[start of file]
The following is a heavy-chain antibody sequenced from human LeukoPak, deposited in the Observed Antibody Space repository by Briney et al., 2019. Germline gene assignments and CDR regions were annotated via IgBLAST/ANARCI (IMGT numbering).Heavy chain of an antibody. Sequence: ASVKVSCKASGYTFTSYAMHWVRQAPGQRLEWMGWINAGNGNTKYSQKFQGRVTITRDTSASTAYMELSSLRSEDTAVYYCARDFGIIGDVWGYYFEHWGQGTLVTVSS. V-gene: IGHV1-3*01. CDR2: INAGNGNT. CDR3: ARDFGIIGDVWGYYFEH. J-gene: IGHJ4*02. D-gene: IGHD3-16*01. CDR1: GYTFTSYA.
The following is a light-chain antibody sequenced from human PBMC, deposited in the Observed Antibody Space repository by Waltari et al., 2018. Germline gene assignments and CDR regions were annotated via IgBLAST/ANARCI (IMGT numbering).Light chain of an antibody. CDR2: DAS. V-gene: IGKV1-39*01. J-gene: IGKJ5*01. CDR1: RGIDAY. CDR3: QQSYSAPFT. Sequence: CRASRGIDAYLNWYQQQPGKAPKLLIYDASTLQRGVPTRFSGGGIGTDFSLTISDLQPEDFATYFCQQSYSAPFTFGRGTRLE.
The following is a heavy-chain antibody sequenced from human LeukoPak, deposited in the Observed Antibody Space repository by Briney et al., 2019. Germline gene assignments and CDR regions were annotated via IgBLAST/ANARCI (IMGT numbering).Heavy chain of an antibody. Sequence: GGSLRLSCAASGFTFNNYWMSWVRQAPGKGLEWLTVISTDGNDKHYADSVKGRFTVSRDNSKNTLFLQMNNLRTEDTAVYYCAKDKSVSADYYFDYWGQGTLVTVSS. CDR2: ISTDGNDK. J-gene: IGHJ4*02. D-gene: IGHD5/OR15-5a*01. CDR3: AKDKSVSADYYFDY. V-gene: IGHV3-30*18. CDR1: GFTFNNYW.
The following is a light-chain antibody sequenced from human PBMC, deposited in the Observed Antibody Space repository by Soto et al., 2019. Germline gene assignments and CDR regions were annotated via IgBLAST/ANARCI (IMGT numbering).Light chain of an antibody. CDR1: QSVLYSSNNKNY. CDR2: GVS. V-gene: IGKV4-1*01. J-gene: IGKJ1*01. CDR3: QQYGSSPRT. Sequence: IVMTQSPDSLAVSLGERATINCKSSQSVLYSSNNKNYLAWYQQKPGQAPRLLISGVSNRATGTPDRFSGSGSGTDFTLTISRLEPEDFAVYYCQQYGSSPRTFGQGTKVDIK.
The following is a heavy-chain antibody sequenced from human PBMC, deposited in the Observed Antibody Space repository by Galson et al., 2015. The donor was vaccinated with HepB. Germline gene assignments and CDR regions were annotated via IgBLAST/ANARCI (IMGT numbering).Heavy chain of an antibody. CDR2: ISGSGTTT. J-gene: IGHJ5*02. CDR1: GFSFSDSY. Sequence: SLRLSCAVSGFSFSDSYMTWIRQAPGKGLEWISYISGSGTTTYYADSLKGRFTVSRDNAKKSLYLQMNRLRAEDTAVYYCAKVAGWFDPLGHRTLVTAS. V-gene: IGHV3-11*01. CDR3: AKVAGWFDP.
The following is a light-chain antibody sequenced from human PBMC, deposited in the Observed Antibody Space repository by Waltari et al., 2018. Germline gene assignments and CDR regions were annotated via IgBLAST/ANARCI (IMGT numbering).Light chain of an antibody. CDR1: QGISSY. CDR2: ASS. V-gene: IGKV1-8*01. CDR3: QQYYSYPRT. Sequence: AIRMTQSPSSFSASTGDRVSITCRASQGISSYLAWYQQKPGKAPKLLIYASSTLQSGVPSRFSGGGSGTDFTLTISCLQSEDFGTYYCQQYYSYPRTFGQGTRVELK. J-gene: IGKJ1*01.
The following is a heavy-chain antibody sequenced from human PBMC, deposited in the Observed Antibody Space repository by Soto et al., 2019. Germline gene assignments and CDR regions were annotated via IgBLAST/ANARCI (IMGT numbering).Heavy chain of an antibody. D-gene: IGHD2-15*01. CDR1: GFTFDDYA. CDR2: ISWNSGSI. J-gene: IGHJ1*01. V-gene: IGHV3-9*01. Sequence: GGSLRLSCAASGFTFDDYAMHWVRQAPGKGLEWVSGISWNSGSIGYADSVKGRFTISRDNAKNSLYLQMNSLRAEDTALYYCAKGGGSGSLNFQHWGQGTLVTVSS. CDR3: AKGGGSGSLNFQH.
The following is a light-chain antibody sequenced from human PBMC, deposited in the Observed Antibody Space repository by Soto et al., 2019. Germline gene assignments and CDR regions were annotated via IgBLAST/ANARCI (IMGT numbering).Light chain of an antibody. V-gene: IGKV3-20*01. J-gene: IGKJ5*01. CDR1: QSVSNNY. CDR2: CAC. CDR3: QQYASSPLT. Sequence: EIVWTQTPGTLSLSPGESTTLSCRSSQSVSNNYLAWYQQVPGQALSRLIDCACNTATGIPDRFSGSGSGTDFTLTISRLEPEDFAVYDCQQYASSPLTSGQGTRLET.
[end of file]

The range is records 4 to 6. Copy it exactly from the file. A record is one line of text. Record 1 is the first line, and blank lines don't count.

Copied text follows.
The following is a light-chain antibody sequenced from human PBMC, deposited in the Observed Antibody Space repository by Soto et al., 2019. Germline gene assignments and CDR regions were annotated via IgBLAST/ANARCI (IMGT numbering).Light chain of an antibody. CDR1: QSVLYSSNNKNY. CDR2: GVS. V-gene: IGKV4-1*01. J-gene: IGKJ1*01. CDR3: QQYGSSPRT. Sequence: IVMTQSPDSLAVSLGERATINCKSSQSVLYSSNNKNYLAWYQQKPGQAPRLLISGVSNRATGTPDRFSGSGSGTDFTLTISRLEPEDFAVYYCQQYGSSPRTFGQGTKVDIK.
The following is a heavy-chain antibody sequenced from human PBMC, deposited in the Observed Antibody Space repository by Galson et al., 2015. The donor was vaccinated with HepB. Germline gene assignments and CDR regions were annotated via IgBLAST/ANARCI (IMGT numbering).Heavy chain of an antibody. CDR2: ISGSGTTT. J-gene: IGHJ5*02. CDR1: GFSFSDSY. Sequence: SLRLSCAVSGFSFSDSYMTWIRQAPGKGLEWISYISGSGTTTYYADSLKGRFTVSRDNAKKSLYLQMNRLRAEDTAVYYCAKVAGWFDPLGHRTLVTAS. V-gene: IGHV3-11*01. CDR3: AKVAGWFDP.
The following is a light-chain antibody sequenced from human PBMC, deposited in the Observed Antibody Space repository by Waltari et al., 2018. Germline gene assignments and CDR regions were annotated via IgBLAST/ANARCI (IMGT numbering).Light chain of an antibody. CDR1: QGISSY. CDR2: ASS. V-gene: IGKV1-8*01. CDR3: QQYYSYPRT. Sequence: AIRMTQSPSSFSASTGDRVSITCRASQGISSYLAWYQQKPGKAPKLLIYASSTLQSGVPSRFSGGGSGTDFTLTISCLQSEDFGTYYCQQYYSYPRTFGQGTRVELK. J-gene: IGKJ1*01.